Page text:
The next time you hear someone — a friend, neighbor or elected official — say it is impossible to fire a civil servant, show them this clip:
In it, Interior Secretary Ryan Zinke addresses his dismissal of four senior Interior executives charged with sexual harassment. Zinke says that although Interior has “great and passionate people” doing good work, he is prepared to fire 400 more as part of a cultural change at DoI. He said the new policy is “zero tolerance” and that the department will “no longer protect predators.”
Interior has set up a special online hotline where employees can obtain information and the tools necessary to report offenders. The secretary faulted previous administrations for making, then ignoring promises to have a zero-tolerance policy toward sexual harassment.
His action and statements praising the majority of workers is a welcome departure to his remarks earlier this year. The former Navy SEAL’s remarks made headlines around the nation when he said that up to 30 percent of his 75,000 employees weren’t loyal to the administration’s program.
“I’ve got 30 percent of the crew that’s not loyal to the flag,” Zinke said. “We do have good people, but the direction has to be clear and you’ve got to hold people accountable.”
Zinke has also said he wants to move more people out of the Washington headquarters to get them west of the Mississippi, where the bulk of the department’s programs are located. Insiders say lots more changes are coming. Companies that do contract moving for the government are delighted.
The Veterans Affairs Department has also been moving — and firing — top-level employees as part of its long-running effort to improve its client services operation.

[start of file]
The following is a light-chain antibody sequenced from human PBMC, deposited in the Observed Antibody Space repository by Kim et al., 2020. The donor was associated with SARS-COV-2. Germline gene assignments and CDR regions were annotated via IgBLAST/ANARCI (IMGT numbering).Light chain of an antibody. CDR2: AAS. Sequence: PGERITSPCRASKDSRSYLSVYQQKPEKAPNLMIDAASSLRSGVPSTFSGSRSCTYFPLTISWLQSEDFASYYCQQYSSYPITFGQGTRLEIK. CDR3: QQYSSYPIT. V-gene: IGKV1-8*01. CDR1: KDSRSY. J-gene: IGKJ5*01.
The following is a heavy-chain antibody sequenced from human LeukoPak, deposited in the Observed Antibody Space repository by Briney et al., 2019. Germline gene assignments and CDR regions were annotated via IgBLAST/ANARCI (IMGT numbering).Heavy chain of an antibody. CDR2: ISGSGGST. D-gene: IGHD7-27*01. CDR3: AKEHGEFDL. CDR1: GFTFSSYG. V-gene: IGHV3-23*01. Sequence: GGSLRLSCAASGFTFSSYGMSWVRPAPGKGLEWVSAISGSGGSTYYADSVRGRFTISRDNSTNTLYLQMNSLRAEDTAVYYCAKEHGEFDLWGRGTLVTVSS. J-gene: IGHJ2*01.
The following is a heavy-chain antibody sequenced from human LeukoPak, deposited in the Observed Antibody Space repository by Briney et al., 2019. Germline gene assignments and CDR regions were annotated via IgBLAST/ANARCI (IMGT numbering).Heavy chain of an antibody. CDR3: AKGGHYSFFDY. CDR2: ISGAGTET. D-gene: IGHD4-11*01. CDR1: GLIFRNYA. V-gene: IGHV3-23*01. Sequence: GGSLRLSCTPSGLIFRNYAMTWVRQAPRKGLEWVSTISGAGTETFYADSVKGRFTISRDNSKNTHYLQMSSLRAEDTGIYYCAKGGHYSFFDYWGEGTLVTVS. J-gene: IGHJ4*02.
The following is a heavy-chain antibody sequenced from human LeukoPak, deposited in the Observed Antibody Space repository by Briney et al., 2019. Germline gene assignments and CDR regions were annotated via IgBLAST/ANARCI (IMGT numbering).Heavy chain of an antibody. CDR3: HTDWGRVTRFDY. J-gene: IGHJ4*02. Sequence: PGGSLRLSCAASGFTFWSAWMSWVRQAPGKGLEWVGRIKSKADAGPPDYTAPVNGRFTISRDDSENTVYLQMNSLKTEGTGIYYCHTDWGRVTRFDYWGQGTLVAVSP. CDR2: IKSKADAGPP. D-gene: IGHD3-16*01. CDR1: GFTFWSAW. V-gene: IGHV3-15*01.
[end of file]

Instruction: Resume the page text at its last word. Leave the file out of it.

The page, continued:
State Department watchers report lots of reshuffling. Given the speculation that Secretary Rex Tillerson isn’t long for his job, many career employees are bracing for even more, depending on who his successor (if there is one) is.
Adding to the job insecurity of many new or potential feds is the fact that the House has passed legislation doubling the length of the probationary period for many workers to 24 months. It was done in part as recognition of how long it takes to successfully train people for many government jobs. But it also gives agencies more clout — and time — to cull the herd without giving any reason.
Career employees at the Justice Department are also worried — some that Attorney General Jeff Sessions will be fired, some that he won’t — about the next shoe to drop. The now very public romance between two top FBI officials (one of them married) and their written digs at President Donald Trump also have folks in the lesser ranks anxious.